You’re applying your mosquito repellent all wrong – here’s why
We quizzed an expert dermatologist to find out how best to avoid mosquito bites on holiday. It turns out the solution might just be staring us straight in the face…
When it comes to avoiding mosquito bites – or treating them once you’ve got them – there are lots of conflicting opinions. Some people swear by DEET-based repellents. Others won’t leave home without a natural citronella candle. And the rest of us can’t decide between the two, so we buy them both – just in case.
Consultant dermatologist and all-round skincare expert, Doctor Anjali Mahto, knows a thing or two about the topic. She reported that 20 per cent of people are more susceptible to mozzie bites thanks to their genetic make-up. And there are other factors, like how long ago you last exercised or had a shower, which – believe it or not – can make you more of a target, too.
But, genetics and bathing habits aside, there is one way that all of us can raise our game when it comes to avoiding mosquito bites on holiday, and it’s as simple as applying our bug spray correctly. See if you’re guilty of any of these common mistakes, then find out what Dr Mahto would prescribe…
The 5 Most Common Mosquito Repellent Mistakes And How To Avoid Them
1. You’re buying whatever’s on special offer
Buying an insect repellent isn’t a case of one-size fits all, so don’t grab whatever’s BOGOF in Sainsbury’s. ‘The active ingredients vary depending on which insect they are designed to repel,’ explains Dr Mahto. ‘Different types of insect will respond differently to the active ingredients, so always read the instructions to understand when, how, and against which insects they should be used.’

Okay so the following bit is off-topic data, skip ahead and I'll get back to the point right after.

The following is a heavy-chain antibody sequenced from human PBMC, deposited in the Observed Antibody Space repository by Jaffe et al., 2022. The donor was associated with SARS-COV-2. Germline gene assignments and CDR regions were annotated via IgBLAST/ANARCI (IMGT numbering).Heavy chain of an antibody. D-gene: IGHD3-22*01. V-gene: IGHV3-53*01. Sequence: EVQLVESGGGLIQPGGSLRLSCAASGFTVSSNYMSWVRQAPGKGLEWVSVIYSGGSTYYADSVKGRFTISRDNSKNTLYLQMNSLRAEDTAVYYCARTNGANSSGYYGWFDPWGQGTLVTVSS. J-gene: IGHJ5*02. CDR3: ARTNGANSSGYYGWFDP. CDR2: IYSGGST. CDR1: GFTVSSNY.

2. You’re putting it on before your sun cream
Put the Ambre Solaire down – for now. ‘Insect repellent should be put on after applying sun cream, having given it 5-10 minutes to dry. Make sure everything has dried before you put extra layers of clothing on, too, or it’ll just rub off. And stick to separate sun creams and insect repellents, rather than combined products – sun protection usually needs more frequent application than insect repellent does.’
3. You’re not reading the label
How many of us just slather the stuff on and hope for the best? If you want to avoid being bitten, read the instructions properly and don’t assume your new product is the same as the one you used last time – they’re all different in terms of when and how they need to be applied to be most effective.
4. You’re not actually sure what DEET is
Thankfully, Dr Mahto is. ‘Diethyltouamide, which produces an odour that’s unpleasant to mosquitoes, is probably the most effective chemical repellent available and has a good safety record. Research has shown that a repellent containing approximately 20% DEET will protect the wearer for about 5 hours.’ Just bear in mind that DEET reduces the effectiveness of suncream by 30-40%, so you’ll need to apply your sun protection more often. Plus, the guidelines for using DEET-based products for babies and children are different to adults, so you’ll need to do some research if you’re travelling with little ones.
5. You’re putting too much on
Apply your repellent all over areas of your skin that are exposed, but don’t make the mistake of over-applying. ‘You want to just cover all areas of exposed skin,’ explains Dr Mahto. ‘Applying it more heavily does not provide better or longer-lasting protection.’ And it goes without saying that you shouldn’t apply your cream or spray underneath clothing or to any areas of wounded or irritated skin.